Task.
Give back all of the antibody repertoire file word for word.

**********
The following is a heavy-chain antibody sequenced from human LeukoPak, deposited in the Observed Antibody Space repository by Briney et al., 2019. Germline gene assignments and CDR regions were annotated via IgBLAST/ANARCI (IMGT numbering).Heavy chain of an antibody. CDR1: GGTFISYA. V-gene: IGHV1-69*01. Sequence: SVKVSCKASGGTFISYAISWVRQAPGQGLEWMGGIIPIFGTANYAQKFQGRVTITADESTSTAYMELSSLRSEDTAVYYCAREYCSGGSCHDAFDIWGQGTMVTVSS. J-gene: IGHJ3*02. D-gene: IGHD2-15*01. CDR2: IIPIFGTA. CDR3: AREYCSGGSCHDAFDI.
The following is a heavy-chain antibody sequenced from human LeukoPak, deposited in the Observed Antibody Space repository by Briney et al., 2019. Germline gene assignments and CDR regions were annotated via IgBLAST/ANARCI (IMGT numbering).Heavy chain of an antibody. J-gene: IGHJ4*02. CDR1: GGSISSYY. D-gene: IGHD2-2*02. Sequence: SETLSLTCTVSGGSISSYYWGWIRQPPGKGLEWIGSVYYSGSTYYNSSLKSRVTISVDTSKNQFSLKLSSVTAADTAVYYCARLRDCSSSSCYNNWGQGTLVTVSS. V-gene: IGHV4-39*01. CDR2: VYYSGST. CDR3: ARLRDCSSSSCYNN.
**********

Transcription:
The following is a heavy-chain antibody sequenced from human LeukoPak, deposited in the Observed Antibody Space repository by Briney et al., 2019. Germline gene assignments and CDR regions were annotated via IgBLAST/ANARCI (IMGT numbering).Heavy chain of an antibody. CDR1: GGTFISYA. V-gene: IGHV1-69*01. Sequence: SVKVSCKASGGTFISYAISWVRQAPGQGLEWMGGIIPIFGTANYAQKFQGRVTITADESTSTAYMELSSLRSEDTAVYYCAREYCSGGSCHDAFDIWGQGTMVTVSS. J-gene: IGHJ3*02. D-gene: IGHD2-15*01. CDR2: IIPIFGTA. CDR3: AREYCSGGSCHDAFDI.
The following is a heavy-chain antibody sequenced from human LeukoPak, deposited in the Observed Antibody Space repository by Briney et al., 2019. Germline gene assignments and CDR regions were annotated via IgBLAST/ANARCI (IMGT numbering).Heavy chain of an antibody. J-gene: IGHJ4*02. CDR1: GGSISSYY. D-gene: IGHD2-2*02. Sequence: SETLSLTCTVSGGSISSYYWGWIRQPPGKGLEWIGSVYYSGSTYYNSSLKSRVTISVDTSKNQFSLKLSSVTAADTAVYYCARLRDCSSSSCYNNWGQGTLVTVSS. V-gene: IGHV4-39*01. CDR2: VYYSGST. CDR3: ARLRDCSSSSCYNN.